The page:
There are several limitations to the present study. The Rosenberg Self-Esteem Scale is typically used as a trait scale and may have reduced the study's sensitivity. This selection was a deliberate attempt to replicate findings of earlier green exercise studies reviewed [10], many of which have successfully used this tool to show changes in self-esteem. Our aim was to test the green exercise hypothesis using a robust scientific design and analysis. We therefore needed to use the same tools as previous researchers. Future studies would benefit from the use of a state self-esteem questionnaire [41].

The control condition, although typical of a school PE lesson in some respects remained somewhat artificial. The time spent exercising was relatively short and the lesson was contaminated by the presence of external researchers. This was the second lesson the researchers had attended as fitness testing and anthropometry were carried out the previous week but we cannot rule out some reactivity of the children to our presence. The condition was also held outside and although the children were contained within an urban environment, they could occasionally see trees or grassy patches at some points during their run. Furthermore, the differences between the two courses in terms of terrain and elevation makes comparing the energy expenditure and ‘effort’ needed to complete them difficult. This is, however, a common weakness in such natural experiments and was unavoidable in the present protocol. It would however be useful for future research to obtain a measure of energy expenditure so that exercise conditions can be compared. It would also be beneficial to perform a follow-up study incorporating different green exercise modes such as walking and running, in order to determine if the role of the environment in improving self-esteem varies according to exercise intensity. Factors such as relatedness to nature, perceptions and attitudes and perceived level of engagement would also need to be controlled for to develop further insights into the effects of green exercise in children. The school itself was chosen because of its location and was unique of nine potential schools visited in being able to offer both an urban setting and a nearby, wooded, rural area in which to exercise.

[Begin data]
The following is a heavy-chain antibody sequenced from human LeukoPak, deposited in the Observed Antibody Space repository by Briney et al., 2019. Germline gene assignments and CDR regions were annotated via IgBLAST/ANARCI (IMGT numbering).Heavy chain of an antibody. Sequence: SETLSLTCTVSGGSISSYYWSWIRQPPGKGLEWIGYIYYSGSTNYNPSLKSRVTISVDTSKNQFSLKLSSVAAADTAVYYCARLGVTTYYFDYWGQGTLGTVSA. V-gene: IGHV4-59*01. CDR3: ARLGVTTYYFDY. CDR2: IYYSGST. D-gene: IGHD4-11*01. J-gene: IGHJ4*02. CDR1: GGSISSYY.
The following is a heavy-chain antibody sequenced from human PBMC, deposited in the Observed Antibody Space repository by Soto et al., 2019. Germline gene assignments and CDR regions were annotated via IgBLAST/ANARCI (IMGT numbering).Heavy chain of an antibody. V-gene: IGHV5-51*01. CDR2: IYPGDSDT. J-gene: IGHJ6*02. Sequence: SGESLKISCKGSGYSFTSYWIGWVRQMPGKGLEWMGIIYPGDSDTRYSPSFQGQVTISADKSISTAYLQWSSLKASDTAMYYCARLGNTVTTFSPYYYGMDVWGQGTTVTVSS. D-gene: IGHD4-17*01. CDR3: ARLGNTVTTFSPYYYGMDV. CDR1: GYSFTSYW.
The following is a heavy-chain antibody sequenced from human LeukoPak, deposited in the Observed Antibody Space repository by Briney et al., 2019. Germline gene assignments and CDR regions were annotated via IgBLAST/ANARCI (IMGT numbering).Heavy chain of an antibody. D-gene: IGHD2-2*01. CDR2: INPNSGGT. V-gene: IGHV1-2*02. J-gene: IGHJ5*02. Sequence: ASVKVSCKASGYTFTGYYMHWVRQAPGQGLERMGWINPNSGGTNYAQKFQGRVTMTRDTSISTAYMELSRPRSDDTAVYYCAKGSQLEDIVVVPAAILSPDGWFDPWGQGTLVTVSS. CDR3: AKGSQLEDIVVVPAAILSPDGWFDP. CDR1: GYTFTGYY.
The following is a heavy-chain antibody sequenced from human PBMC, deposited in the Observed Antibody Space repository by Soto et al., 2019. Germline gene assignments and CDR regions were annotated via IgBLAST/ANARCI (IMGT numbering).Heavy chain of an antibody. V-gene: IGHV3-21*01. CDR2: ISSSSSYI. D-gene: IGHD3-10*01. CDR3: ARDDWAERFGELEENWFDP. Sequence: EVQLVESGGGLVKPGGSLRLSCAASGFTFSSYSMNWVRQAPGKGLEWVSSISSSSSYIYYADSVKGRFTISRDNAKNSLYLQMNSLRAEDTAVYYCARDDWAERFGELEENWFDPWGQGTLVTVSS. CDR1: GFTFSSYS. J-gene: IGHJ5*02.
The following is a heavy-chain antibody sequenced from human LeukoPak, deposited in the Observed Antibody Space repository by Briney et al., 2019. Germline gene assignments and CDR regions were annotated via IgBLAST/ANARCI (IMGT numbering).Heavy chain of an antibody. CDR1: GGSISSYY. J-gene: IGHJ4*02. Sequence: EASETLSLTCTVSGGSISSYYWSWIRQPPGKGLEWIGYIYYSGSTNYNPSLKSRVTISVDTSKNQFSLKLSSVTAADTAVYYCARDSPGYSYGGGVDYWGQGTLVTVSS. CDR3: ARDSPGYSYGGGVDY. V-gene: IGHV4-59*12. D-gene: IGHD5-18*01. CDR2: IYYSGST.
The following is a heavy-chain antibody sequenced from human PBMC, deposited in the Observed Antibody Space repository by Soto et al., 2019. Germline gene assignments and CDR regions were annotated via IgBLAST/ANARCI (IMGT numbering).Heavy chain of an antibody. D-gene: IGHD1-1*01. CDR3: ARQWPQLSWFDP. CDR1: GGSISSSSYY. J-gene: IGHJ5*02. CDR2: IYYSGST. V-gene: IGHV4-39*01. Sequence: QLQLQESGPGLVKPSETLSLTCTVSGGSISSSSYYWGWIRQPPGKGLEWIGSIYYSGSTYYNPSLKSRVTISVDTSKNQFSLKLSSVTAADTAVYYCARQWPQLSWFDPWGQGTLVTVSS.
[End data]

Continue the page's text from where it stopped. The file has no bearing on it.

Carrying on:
The use of retrospective RPE has been mentioned previously and future studies should take such measures during the exercise trails. To further examine the relationships activity and fitness may have with enjoyment and RPE during green exercise a larger sample is needed. This would also allow the observation of between-sex differences. We could not make relevant comparisons here due to sample size but of note, all changes and correlations were similar in magnitude between boys and girls, despite lower fitness and physical activity in the latter.

Conclusions

This study assessed the impact of green exercise using a rigorous methodology in children. The effects of green exercise on children's self-esteem were no greater than those of exercise using standard analysis. Despite no evidence for synergy between exercise and nature for increasing self-esteem we did find some promising trends for both enjoyment and ratings of perceived exertion. Though identical between the conditions the increased energy expenditure during the green condition may indicate that natural environments make more intense exercise seem equally as easy and enjoyable as less intense exercise in built environments. Green exercise could therefore be used as a tool for engaging children in more moderate to vigorous physical activity, in line with current recommendations. Also promising was the lack of association between physical activity and perceived exertion and the attenuated association between physical activity and enjoyment in the green condition. We tentatively suggest that green exercise may offer an enjoyable and accessible form of physical activity to less active children who may not typically be well-engaged in physical education.

Author Contributions

Conceived and designed the experiments: KR GS. Performed the experiments: GS KR DC. Analyzed the data: KR GS CW. Contributed reagents/materials/analysis tools: GS KR CW. Wrote the paper: GS KR JB CW JP DC.